Operation of one embodiment of the system of
If no match occurs in block 715, the error detect circuit 635 has detected a mismatch between the frequency the system was originally designed to operate at and the frequency at which a user it is attempting to operate the system. Such a discrepancy may occur, for example, when a user replaces or alters the clock generation circuit 670, perhaps in an attempt to over-clock the processor 600. In such case, an error may be signaled on signal line 637, or the processor may be disabled as indicated in block 720. In other embodiments, the error detect circuit 635 may signal an error or disable the processor if an inappropriate frequency (e.g., too high) external clock is provided to the processor, without consideration of any system frequency indicator. Thus, in an embodiment discussed with respect to
Thus, clock multiplier selection for a microprocessor with multiple system bus clocking frequencies is disclosed. While certain exemplary embodiments have been described and shown in the accompanying drawings, it is to be understood that such embodiments are merely illustrative of and not restrictive on the broad invention, and that this invention not be limited to the specific constructions and arrangements shown and described, since various other modifications may occur to those ordinarily skilled in the art upon studying this disclosure.
|Cited Patent||Filing date||Publication date||Applicant||Title|
|US5142247 *||Aug 6, 1991||Aug 25, 1992||Compaq Computer Corporation||Multiple frequency phase-locked loop clock generator with stable transitions between frequencies|
|US5719510 *||Mar 27, 1996||Feb 17, 1998||Intel Corporation||Software configurable digital clock generator|
|US5740411 *||Nov 26, 1996||Apr 14, 1998||Texas Instruments Incorporated||Controllably switched phase locked loop circuits, systems, and methods|
|US5784599 *||Dec 15, 1995||Jul 21, 1998||Compaq Computer Corporation||Method and apparatus for establishing host bus clock frequency and processor core clock ratios in a multi-processor computer system|
|US5894232 *||Feb 26, 1997||Apr 13, 1999||Advanced Micro Devices, Inc.||Processor local bus frequency detection circuit|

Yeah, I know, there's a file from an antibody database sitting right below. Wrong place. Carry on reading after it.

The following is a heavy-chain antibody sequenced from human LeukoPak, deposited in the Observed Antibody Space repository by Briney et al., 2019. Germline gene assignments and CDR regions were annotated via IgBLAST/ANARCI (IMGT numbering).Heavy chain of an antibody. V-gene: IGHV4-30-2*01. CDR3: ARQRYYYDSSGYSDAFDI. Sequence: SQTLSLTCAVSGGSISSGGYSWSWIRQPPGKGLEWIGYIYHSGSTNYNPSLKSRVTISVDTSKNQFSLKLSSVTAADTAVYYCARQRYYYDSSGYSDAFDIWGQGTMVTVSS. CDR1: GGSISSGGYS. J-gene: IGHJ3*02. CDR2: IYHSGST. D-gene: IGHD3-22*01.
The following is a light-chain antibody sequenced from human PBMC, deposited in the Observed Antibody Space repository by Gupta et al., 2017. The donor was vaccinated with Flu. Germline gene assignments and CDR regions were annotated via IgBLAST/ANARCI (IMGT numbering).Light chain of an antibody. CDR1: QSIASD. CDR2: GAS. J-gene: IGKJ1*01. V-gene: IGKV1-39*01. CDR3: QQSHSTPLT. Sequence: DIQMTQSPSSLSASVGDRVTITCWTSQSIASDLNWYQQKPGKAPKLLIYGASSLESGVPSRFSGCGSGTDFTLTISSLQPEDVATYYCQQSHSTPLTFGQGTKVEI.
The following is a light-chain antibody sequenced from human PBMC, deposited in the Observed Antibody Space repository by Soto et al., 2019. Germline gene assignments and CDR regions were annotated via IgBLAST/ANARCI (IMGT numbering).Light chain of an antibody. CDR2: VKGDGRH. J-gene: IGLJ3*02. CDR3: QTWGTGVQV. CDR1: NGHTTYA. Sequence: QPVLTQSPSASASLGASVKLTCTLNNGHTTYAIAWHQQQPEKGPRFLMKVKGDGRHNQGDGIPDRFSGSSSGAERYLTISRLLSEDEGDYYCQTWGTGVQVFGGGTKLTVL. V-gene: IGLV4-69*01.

|US5964883 *||Nov 20, 1996||Oct 12, 1999||Advanced Micro Devices||Arrangement and method for handling bus clock speed variations|
|US5991844 *||Apr 17, 1998||Nov 23, 1999||Adaptec, Inc.||Redundant bus bridge systems and methods using selectively synchronized clock signals|
|US6138232 *||Dec 19, 1997||Oct 24, 2000||Texas Instruments Incorporated||Microprocessor with rate of instruction operation dependent upon interrupt source for power consumption control|
|US6161188 *||Nov 17, 1998||Dec 12, 2000||Ip-First, L.L.C.||Microprocessor having fuse control and selection of clock multiplier|
|US6212482 *||Mar 6, 1998||Apr 3, 2001||Micron Technology, Inc.||Circuit and method for specifying performance parameters in integrated circuits|
|US6385735 *||Dec 15, 1997||May 7, 2002||Intel Corporation||Method and apparatus for limiting processor clock frequency|
|US6487656 *||Dec 10, 1999||Nov 26, 2002||Phoenix Technologies Ltd.||System and method for providing functionalities to system BIOS|
|US6535988 *||Sep 29, 1999||Mar 18, 2003||Intel Corporation||System for detecting over-clocking uses a reference signal thereafter preventing over-clocking by reducing clock rate|
|JPH10289032A *||Title not available|
|Citing Patent||Filing date||Publication date||Applicant||Title|
|US7802125 *||Dec 22, 2006||Sep 21, 2010||Intel Corporation||Over clocking detecting and permitting access to stored over clocking indicator in a power down state|
|US20080150570 *||Dec 22, 2006||Jun 26, 2008||Brookreson Chris J||Over clocking detector|
|U.S. Classification||713/500, 710/305|
|International Classification||G06F1/04, H04L7/00, H03L7/16, G06F1/08|
|Cooperative Classification||G06F1/08, H03L7/16|
|European Classification||H03L7/16, G06F1/08|
|Feb 28, 2001||AS||Assignment|
Owner name: INTEL CORPORATION, A DELAWARE CORPORATION, CALIFOR
Free format text: ASSIGNMENT OF ASSIGNORS INTEREST;ASSIGNORS:GOODRICH III, FLOYD;POULIN, SHANNON J.;REEL/FRAME:011584/0879;SIGNING DATES FROM 20010212 TO 20010215
|Nov 6, 2007||CC||Certificate of correction|
|Mar 15, 2010||REMI||Maintenance fee reminder mailed|
|Aug 8, 2010||LAPS||Lapse for failure to pay maintenance fees|
|Sep 28, 2010||FP||Expired due to failure to pay maintenance fee|
Effective date: 20100808